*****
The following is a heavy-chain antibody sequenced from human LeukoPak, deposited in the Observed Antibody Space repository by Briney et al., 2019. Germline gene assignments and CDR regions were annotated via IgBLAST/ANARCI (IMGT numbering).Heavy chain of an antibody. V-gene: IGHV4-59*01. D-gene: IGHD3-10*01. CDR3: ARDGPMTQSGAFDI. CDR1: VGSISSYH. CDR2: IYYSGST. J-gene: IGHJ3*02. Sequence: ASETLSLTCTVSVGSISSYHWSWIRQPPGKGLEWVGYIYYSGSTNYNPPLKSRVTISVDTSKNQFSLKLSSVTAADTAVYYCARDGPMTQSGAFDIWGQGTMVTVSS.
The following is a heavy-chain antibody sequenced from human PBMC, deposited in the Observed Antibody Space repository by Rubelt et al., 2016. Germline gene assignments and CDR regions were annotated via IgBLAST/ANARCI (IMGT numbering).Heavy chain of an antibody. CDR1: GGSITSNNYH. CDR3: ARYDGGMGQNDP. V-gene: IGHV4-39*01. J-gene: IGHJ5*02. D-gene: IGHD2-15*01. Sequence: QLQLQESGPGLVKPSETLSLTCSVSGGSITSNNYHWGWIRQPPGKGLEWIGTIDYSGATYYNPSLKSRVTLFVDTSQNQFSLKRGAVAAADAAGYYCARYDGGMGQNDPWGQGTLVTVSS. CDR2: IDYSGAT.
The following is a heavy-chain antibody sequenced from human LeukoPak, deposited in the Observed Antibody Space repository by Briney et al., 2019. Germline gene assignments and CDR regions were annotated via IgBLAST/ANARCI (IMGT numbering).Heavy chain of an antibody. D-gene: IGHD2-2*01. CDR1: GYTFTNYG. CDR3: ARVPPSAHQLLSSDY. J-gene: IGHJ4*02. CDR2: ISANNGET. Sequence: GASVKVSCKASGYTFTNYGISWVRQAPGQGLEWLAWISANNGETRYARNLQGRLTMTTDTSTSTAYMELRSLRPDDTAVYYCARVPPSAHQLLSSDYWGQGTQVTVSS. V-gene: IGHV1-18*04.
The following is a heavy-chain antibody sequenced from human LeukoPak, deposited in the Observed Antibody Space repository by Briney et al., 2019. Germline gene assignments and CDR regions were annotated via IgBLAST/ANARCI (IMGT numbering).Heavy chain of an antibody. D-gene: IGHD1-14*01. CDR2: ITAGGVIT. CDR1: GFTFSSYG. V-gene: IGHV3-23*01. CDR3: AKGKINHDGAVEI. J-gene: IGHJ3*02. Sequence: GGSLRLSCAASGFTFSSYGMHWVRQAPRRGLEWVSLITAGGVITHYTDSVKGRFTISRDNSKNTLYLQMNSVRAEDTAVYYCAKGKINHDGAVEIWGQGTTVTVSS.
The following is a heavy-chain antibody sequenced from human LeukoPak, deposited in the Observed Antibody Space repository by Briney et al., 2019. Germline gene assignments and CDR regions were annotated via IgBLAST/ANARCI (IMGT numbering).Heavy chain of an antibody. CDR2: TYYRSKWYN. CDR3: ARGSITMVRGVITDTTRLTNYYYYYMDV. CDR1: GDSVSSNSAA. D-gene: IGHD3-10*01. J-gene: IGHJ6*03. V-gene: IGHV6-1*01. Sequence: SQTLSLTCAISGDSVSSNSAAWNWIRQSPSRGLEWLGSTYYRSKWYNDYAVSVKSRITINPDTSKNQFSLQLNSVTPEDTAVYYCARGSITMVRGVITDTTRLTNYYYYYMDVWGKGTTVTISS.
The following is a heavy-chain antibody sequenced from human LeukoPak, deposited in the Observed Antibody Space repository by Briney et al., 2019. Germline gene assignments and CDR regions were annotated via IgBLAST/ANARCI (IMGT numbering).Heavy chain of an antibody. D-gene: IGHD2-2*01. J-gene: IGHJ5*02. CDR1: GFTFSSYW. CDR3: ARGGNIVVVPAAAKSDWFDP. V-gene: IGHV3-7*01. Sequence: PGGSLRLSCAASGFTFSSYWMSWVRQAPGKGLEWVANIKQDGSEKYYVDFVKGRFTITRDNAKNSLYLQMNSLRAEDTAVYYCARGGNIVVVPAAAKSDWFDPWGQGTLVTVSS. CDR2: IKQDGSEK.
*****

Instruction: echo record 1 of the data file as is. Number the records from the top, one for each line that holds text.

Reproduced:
The following is a heavy-chain antibody sequenced from human LeukoPak, deposited in the Observed Antibody Space repository by Briney et al., 2019. Germline gene assignments and CDR regions were annotated via IgBLAST/ANARCI (IMGT numbering).Heavy chain of an antibody. V-gene: IGHV4-59*01. D-gene: IGHD3-10*01. CDR3: ARDGPMTQSGAFDI. CDR1: VGSISSYH. CDR2: IYYSGST. J-gene: IGHJ3*02. Sequence: ASETLSLTCTVSVGSISSYHWSWIRQPPGKGLEWVGYIYYSGSTNYNPPLKSRVTISVDTSKNQFSLKLSSVTAADTAVYYCARDGPMTQSGAFDIWGQGTMVTVSS.